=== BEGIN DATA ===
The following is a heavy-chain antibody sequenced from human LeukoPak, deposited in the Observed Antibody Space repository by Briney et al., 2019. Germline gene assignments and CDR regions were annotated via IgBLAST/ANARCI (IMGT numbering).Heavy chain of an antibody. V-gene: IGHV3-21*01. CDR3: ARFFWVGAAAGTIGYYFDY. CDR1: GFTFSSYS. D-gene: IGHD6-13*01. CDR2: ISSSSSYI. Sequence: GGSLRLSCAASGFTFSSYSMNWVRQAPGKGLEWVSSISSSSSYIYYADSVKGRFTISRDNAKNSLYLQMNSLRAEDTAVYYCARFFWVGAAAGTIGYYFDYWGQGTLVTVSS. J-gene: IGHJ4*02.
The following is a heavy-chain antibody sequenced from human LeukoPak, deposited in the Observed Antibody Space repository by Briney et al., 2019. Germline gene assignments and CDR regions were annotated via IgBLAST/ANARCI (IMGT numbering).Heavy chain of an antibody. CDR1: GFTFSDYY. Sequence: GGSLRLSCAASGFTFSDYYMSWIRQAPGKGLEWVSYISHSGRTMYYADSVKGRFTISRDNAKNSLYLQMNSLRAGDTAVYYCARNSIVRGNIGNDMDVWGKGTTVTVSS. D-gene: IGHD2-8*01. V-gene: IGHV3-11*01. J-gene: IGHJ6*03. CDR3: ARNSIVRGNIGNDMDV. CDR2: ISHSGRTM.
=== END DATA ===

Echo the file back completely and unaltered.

The following is a heavy-chain antibody sequenced from human LeukoPak, deposited in the Observed Antibody Space repository by Briney et al., 2019. Germline gene assignments and CDR regions were annotated via IgBLAST/ANARCI (IMGT numbering).Heavy chain of an antibody. V-gene: IGHV3-21*01. CDR3: ARFFWVGAAAGTIGYYFDY. CDR1: GFTFSSYS. D-gene: IGHD6-13*01. CDR2: ISSSSSYI. Sequence: GGSLRLSCAASGFTFSSYSMNWVRQAPGKGLEWVSSISSSSSYIYYADSVKGRFTISRDNAKNSLYLQMNSLRAEDTAVYYCARFFWVGAAAGTIGYYFDYWGQGTLVTVSS. J-gene: IGHJ4*02.
The following is a heavy-chain antibody sequenced from human LeukoPak, deposited in the Observed Antibody Space repository by Briney et al., 2019. Germline gene assignments and CDR regions were annotated via IgBLAST/ANARCI (IMGT numbering).Heavy chain of an antibody. CDR1: GFTFSDYY. Sequence: GGSLRLSCAASGFTFSDYYMSWIRQAPGKGLEWVSYISHSGRTMYYADSVKGRFTISRDNAKNSLYLQMNSLRAGDTAVYYCARNSIVRGNIGNDMDVWGKGTTVTVSS. D-gene: IGHD2-8*01. V-gene: IGHV3-11*01. J-gene: IGHJ6*03. CDR3: ARNSIVRGNIGNDMDV. CDR2: ISHSGRTM.